I love this film. Laurence Olivier is great in it, since the character is supposed to be a bit of a ham for a change. And the supporting cast are great, too. And the Morecambe locations. Lovely.



    Can anyone tell me what happens in the last five or so minutes? There's a problem on my DVD, and I haven't been able to watch the very end for ages!



    SPOILER



    The bit I always get up to is the son's funeral. Then it just cuts. Is there much more than that?
    SPOILER



    His show's funding falls through when it is discovered he is sleeping with the Sponsers daughter (Shirley Anne Field). Billy Rice is pressed into coming out of retirement to save Archie and Billy dies in the wings. Archie ruined decides to leave the country while his brother settles with his creditors. During his last performance (at the end of the film) Archie uses innuendo to imply the audience is on the game - 'let me know where are working tonight and I'll come and see you'.

  13. #13
    Senior Member Country: England faginsgirl's Avatar
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    Whenever I hear the words `The entertainer` I remember I read that Jack Wild requested that they play it at his funeral.



    I do think this would have been a wonderful tribute to him. Does anyone know if this did happen?



    I imagine he and Ollie are having a great time wherever they are!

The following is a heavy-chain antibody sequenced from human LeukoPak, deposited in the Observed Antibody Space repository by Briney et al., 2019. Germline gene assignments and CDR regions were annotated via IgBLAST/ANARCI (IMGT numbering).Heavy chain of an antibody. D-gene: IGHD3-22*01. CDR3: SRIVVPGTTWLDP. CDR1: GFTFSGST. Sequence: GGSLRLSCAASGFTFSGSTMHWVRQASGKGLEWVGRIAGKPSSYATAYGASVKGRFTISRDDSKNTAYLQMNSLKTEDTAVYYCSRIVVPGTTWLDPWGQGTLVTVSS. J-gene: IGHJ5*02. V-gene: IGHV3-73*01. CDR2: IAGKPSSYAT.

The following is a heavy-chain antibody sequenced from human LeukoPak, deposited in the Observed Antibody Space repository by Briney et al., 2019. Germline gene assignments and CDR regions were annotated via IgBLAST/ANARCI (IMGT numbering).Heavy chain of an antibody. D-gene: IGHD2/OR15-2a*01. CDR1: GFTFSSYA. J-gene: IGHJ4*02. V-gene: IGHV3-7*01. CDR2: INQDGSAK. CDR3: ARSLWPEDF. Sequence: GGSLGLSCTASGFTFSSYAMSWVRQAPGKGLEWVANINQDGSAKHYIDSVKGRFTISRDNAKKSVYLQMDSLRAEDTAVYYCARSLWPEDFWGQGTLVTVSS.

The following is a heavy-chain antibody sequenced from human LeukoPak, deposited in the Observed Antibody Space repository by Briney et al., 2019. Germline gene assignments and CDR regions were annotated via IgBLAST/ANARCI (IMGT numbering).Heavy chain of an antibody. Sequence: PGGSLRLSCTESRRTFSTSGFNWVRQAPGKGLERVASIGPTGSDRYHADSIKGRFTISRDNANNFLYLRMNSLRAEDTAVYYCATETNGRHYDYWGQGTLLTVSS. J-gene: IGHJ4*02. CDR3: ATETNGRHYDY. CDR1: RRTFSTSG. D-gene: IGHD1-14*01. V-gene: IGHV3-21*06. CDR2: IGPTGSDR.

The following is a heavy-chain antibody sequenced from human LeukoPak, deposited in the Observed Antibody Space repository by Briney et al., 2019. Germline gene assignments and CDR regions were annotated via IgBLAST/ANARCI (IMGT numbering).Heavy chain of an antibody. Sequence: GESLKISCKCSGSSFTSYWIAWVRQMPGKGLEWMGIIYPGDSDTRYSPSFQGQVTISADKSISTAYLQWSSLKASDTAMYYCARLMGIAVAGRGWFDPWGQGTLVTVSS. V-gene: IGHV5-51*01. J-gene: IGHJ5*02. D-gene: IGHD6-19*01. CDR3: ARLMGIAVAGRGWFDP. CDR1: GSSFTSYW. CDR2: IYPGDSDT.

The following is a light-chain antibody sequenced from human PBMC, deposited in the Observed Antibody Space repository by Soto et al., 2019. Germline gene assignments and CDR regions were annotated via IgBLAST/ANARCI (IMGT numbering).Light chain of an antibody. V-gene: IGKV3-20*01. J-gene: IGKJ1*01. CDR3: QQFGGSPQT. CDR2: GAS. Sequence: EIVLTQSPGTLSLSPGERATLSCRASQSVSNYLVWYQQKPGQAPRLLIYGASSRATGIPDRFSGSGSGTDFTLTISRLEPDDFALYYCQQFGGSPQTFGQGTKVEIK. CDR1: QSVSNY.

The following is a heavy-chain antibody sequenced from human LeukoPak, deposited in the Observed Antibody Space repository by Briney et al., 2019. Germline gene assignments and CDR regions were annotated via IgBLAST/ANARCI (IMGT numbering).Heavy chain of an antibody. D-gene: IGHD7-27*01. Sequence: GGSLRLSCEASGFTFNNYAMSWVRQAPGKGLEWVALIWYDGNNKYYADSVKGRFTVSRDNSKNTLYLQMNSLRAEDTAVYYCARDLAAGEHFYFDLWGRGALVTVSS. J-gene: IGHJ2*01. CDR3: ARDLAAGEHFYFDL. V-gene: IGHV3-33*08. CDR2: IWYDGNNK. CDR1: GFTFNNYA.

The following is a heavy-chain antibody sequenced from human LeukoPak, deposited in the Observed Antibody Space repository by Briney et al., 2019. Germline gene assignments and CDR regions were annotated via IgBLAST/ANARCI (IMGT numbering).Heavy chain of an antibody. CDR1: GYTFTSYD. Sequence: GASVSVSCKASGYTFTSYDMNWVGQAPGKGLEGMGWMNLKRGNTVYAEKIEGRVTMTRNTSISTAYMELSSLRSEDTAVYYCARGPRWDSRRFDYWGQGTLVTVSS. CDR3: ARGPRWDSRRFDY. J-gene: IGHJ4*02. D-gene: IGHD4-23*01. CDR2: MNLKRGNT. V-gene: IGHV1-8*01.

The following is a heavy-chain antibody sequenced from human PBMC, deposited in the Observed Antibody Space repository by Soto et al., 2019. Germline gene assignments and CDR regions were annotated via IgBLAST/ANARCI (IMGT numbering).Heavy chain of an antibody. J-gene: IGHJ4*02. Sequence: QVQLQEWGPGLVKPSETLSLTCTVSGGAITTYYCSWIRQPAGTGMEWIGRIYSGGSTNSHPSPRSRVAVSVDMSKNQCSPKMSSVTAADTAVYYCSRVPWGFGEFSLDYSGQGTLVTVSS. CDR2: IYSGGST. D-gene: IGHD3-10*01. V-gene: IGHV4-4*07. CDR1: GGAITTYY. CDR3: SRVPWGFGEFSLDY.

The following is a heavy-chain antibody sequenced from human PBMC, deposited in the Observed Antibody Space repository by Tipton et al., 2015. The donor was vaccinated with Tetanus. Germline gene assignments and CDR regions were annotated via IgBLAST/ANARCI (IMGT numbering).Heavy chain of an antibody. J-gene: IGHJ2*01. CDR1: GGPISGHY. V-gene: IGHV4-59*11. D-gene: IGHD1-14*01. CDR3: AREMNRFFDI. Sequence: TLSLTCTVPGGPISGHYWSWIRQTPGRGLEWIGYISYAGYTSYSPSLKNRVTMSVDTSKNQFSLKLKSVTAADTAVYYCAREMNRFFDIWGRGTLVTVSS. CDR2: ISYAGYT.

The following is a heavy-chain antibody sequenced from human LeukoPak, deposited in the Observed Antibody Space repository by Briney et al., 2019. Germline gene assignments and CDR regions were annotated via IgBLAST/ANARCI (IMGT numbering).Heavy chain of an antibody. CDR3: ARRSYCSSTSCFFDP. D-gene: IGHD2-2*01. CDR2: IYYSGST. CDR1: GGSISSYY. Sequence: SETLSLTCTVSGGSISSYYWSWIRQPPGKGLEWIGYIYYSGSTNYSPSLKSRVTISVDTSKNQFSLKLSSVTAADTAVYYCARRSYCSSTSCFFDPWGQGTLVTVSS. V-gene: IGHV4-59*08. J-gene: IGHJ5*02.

Fagins girl xx

  14. #14
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    For me one of the best films ever made, in no small part to John Osbourne's writing. When first given the play Olivier thought he was going to play the old man's part that became Livesy's in the film. I also read somewhere that Sir Larry once claimed that he was more like Archie Rice than any other character he had played. Bravado perhaps ?

  15. #15
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    Quote Originally Posted by David Brent
    I like this film for a number of reasons. Chiefly because it brings back a lot of memories of the English seaside as it once was. Check out the seaside beauty contest - not a Twiggy in site.

    The stellar cast of Sir Laurence Olivier, Roger Livesy, Alan Bates, Albert Finney, Joan Plowright, Daniel Massey, Thora Hird, Miriam Karlin and Shirley Anne Field combine to make a wonderful. if not a slightly dark, film.